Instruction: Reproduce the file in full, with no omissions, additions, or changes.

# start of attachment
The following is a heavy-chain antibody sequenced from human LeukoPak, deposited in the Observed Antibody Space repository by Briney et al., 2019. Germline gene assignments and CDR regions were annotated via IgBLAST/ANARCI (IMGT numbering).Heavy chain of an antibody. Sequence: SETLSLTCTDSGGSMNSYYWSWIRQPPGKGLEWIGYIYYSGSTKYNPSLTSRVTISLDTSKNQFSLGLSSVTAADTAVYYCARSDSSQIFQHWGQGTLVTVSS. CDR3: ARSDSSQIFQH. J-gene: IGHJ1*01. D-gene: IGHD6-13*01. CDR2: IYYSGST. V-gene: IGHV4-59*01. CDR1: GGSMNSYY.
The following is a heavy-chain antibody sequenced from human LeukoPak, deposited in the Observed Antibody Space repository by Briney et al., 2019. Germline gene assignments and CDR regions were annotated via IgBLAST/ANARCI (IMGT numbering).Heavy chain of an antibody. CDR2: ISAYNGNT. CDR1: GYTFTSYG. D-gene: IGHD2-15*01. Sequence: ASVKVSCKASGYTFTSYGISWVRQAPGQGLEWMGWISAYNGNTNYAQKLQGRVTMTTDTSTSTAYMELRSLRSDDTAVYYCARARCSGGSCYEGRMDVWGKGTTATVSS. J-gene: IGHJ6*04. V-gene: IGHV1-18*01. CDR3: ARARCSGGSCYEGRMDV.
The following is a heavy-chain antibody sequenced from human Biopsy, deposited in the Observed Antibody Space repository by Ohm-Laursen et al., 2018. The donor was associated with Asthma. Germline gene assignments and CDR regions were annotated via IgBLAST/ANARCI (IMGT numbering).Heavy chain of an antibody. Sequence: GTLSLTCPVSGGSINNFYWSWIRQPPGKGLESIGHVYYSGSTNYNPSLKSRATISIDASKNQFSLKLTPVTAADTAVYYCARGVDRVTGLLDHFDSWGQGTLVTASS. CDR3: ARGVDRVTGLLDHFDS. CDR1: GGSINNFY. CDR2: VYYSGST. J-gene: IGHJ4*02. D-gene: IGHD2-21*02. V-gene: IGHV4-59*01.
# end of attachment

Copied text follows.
The following is a heavy-chain antibody sequenced from human LeukoPak, deposited in the Observed Antibody Space repository by Briney et al., 2019. Germline gene assignments and CDR regions were annotated via IgBLAST/ANARCI (IMGT numbering).Heavy chain of an antibody. Sequence: SETLSLTCTDSGGSMNSYYWSWIRQPPGKGLEWIGYIYYSGSTKYNPSLTSRVTISLDTSKNQFSLGLSSVTAADTAVYYCARSDSSQIFQHWGQGTLVTVSS. CDR3: ARSDSSQIFQH. J-gene: IGHJ1*01. D-gene: IGHD6-13*01. CDR2: IYYSGST. V-gene: IGHV4-59*01. CDR1: GGSMNSYY.
The following is a heavy-chain antibody sequenced from human LeukoPak, deposited in the Observed Antibody Space repository by Briney et al., 2019. Germline gene assignments and CDR regions were annotated via IgBLAST/ANARCI (IMGT numbering).Heavy chain of an antibody. CDR2: ISAYNGNT. CDR1: GYTFTSYG. D-gene: IGHD2-15*01. Sequence: ASVKVSCKASGYTFTSYGISWVRQAPGQGLEWMGWISAYNGNTNYAQKLQGRVTMTTDTSTSTAYMELRSLRSDDTAVYYCARARCSGGSCYEGRMDVWGKGTTATVSS. J-gene: IGHJ6*04. V-gene: IGHV1-18*01. CDR3: ARARCSGGSCYEGRMDV.
The following is a heavy-chain antibody sequenced from human Biopsy, deposited in the Observed Antibody Space repository by Ohm-Laursen et al., 2018. The donor was associated with Asthma. Germline gene assignments and CDR regions were annotated via IgBLAST/ANARCI (IMGT numbering).Heavy chain of an antibody. Sequence: GTLSLTCPVSGGSINNFYWSWIRQPPGKGLESIGHVYYSGSTNYNPSLKSRATISIDASKNQFSLKLTPVTAADTAVYYCARGVDRVTGLLDHFDSWGQGTLVTASS. CDR3: ARGVDRVTGLLDHFDS. CDR1: GGSINNFY. CDR2: VYYSGST. J-gene: IGHJ4*02. D-gene: IGHD2-21*02. V-gene: IGHV4-59*01.